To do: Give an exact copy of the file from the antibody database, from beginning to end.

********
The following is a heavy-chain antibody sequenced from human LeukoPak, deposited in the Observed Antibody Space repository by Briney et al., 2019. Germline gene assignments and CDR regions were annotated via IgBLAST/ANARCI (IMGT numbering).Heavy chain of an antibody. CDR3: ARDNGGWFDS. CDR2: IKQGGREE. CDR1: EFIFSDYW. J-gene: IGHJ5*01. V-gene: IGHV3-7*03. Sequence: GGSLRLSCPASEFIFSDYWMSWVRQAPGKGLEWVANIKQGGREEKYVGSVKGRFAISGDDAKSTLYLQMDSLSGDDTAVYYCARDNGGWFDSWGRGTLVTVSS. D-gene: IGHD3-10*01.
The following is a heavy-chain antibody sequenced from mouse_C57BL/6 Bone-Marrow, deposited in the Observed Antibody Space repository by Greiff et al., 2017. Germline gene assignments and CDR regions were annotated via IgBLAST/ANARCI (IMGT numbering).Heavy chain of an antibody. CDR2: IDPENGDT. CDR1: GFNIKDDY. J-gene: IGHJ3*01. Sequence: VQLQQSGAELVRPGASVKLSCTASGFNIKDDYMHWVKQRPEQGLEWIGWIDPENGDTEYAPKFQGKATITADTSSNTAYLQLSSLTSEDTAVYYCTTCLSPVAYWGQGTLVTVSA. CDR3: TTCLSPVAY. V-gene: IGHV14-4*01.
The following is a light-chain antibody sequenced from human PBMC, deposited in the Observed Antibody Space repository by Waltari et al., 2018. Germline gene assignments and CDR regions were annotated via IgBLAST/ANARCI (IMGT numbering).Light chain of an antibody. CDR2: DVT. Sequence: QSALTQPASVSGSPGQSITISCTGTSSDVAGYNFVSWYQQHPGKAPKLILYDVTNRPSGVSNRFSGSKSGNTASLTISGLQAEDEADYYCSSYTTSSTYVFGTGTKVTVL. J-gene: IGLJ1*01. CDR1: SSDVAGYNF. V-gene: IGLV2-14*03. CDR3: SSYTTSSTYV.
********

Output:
The following is a heavy-chain antibody sequenced from human LeukoPak, deposited in the Observed Antibody Space repository by Briney et al., 2019. Germline gene assignments and CDR regions were annotated via IgBLAST/ANARCI (IMGT numbering).Heavy chain of an antibody. CDR3: ARDNGGWFDS. CDR2: IKQGGREE. CDR1: EFIFSDYW. J-gene: IGHJ5*01. V-gene: IGHV3-7*03. Sequence: GGSLRLSCPASEFIFSDYWMSWVRQAPGKGLEWVANIKQGGREEKYVGSVKGRFAISGDDAKSTLYLQMDSLSGDDTAVYYCARDNGGWFDSWGRGTLVTVSS. D-gene: IGHD3-10*01.
The following is a heavy-chain antibody sequenced from mouse_C57BL/6 Bone-Marrow, deposited in the Observed Antibody Space repository by Greiff et al., 2017. Germline gene assignments and CDR regions were annotated via IgBLAST/ANARCI (IMGT numbering).Heavy chain of an antibody. CDR2: IDPENGDT. CDR1: GFNIKDDY. J-gene: IGHJ3*01. Sequence: VQLQQSGAELVRPGASVKLSCTASGFNIKDDYMHWVKQRPEQGLEWIGWIDPENGDTEYAPKFQGKATITADTSSNTAYLQLSSLTSEDTAVYYCTTCLSPVAYWGQGTLVTVSA. CDR3: TTCLSPVAY. V-gene: IGHV14-4*01.
The following is a light-chain antibody sequenced from human PBMC, deposited in the Observed Antibody Space repository by Waltari et al., 2018. Germline gene assignments and CDR regions were annotated via IgBLAST/ANARCI (IMGT numbering).Light chain of an antibody. CDR2: DVT. Sequence: QSALTQPASVSGSPGQSITISCTGTSSDVAGYNFVSWYQQHPGKAPKLILYDVTNRPSGVSNRFSGSKSGNTASLTISGLQAEDEADYYCSSYTTSSTYVFGTGTKVTVL. J-gene: IGLJ1*01. CDR1: SSDVAGYNF. V-gene: IGLV2-14*03. CDR3: SSYTTSSTYV.